Tags: Community & Outreach
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March 12, 2014CUMMING, Ga. — The walls are lime green; the couches, big and comfy.
"We want the girls to feel like they're safe and in a home-like environment," Executive Director of Jesse's House Amber Black said.
Opened in 1998, Jesse's House in Cumming, is a nonprofit organization that provides emergency and long-term care to female youth in need.
"Jesse's House came to be after Kennesaw State University conducted a needs assessment study for the North Georgia area," Black said. "The results showed the need for an emergency youth shelter focused on at-risk female youth, ages 7-17."
The nonprofit houses girls from the metro Atlanta area who have been removed from their homes through the juvenile justice system or DFACS.
"We can house up to 12 at a time and as of today, we have 11," Black said.
The nonprofit has about 20 direct care and administrative employees, most of whom work directly with the girls.
"We have a very specific program developed to help the girls with basic life skills as well as skills necessary for independence," Black said. "However, when a girl first comes to us, we first assess the situation as well as address any medical issues and then develop a plan specific to that child."
Plans include education, counseling, medical care and behavior management.
"Our girls come from homes where there was physical or sexual abuse, drug and alcohol problems or neglect," Black said. "Though those circumstances can be generalized, they are very different for each case and we determine our care on a case by case basis."
Black said the adjustment isn't easy, but they try to make it that way.
"Most of these girls come from homes with little to no structure, but it's all they know," she said. "They may not like what happened in their homes, but the fear of the unknown is often more stressful for them."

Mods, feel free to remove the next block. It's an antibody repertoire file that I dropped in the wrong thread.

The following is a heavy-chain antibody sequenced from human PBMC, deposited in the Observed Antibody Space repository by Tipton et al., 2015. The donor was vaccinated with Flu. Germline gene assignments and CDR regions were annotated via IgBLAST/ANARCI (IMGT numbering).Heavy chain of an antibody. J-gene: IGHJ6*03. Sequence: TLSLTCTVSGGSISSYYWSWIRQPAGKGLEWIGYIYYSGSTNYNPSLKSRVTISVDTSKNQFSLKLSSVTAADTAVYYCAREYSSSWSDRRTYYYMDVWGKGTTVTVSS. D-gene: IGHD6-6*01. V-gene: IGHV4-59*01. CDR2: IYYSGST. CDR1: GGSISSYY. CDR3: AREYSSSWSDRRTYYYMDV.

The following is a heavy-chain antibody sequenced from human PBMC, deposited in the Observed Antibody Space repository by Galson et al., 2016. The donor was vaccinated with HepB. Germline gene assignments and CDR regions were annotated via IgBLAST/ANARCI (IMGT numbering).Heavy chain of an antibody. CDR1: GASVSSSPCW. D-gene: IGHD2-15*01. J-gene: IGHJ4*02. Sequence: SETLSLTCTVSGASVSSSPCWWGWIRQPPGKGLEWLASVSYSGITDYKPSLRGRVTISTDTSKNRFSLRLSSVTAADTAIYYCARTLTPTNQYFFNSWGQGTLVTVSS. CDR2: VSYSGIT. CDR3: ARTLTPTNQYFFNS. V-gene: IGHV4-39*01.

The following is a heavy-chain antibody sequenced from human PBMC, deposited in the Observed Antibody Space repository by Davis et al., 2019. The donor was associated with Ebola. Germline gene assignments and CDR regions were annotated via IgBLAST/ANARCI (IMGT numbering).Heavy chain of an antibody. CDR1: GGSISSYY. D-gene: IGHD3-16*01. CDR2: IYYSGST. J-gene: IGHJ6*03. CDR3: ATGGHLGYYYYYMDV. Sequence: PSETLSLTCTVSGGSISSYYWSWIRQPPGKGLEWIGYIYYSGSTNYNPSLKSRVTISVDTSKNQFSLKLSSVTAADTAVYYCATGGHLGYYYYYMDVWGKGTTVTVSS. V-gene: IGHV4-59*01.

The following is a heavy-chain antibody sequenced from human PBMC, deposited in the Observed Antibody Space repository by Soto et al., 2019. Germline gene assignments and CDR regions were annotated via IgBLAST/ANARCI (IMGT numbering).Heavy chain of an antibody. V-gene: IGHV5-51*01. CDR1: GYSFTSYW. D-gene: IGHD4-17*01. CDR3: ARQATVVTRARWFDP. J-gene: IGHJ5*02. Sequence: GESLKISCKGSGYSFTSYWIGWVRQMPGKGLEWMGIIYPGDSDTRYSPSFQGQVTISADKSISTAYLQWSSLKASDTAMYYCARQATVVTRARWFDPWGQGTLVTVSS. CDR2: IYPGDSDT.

Each girl gets her own room and options for personalization, and the walls are painted in colors attractive to teenagers.
"We have a system that allows the girls to gain rewards," Black said. "And of course, consequences for their actions, too."
Jesse's House relies strongly on the community for support.
"Ultimately, our goal is reunification," Black said. "But that's not always the case, and some girls have been here long-term."
She said the support and contributions from the community are a big part of making the girls comfortable and the program run smoothly.
"Our building was donated, and Home Depot covered the cost of replacing the floors," she said. "SR Homes came in; it was like an episode of Extreme Home Makeover."
She said monetary donations help keep food on the table, soap in the showers and give the girls social opportunities.
"We reward the girls with outings, and are always looking for ways to give them a positive experience that allows them to be a teenager, like going to a movie," Black said. "And we appreciate the donations the community gives."
Black said the girls' emotions can be tough on everyone and warns the staff they might not always see the reward for their efforts.
"We may not see what impact we're making, but as with parenting, often times what we're doing doesn't show up in the girls until later," she said. "It's emotionally challenging not only because of that, but because we see how these girls struggle and what they've gone through."
She said the strength of the girls often amazes the staff.
"Once we establish their trust, we see their strengths, and it's that strength we work to foster as we work to help them heal," she said.
For more information about Jesse's House, visit www.jesseshouse.org.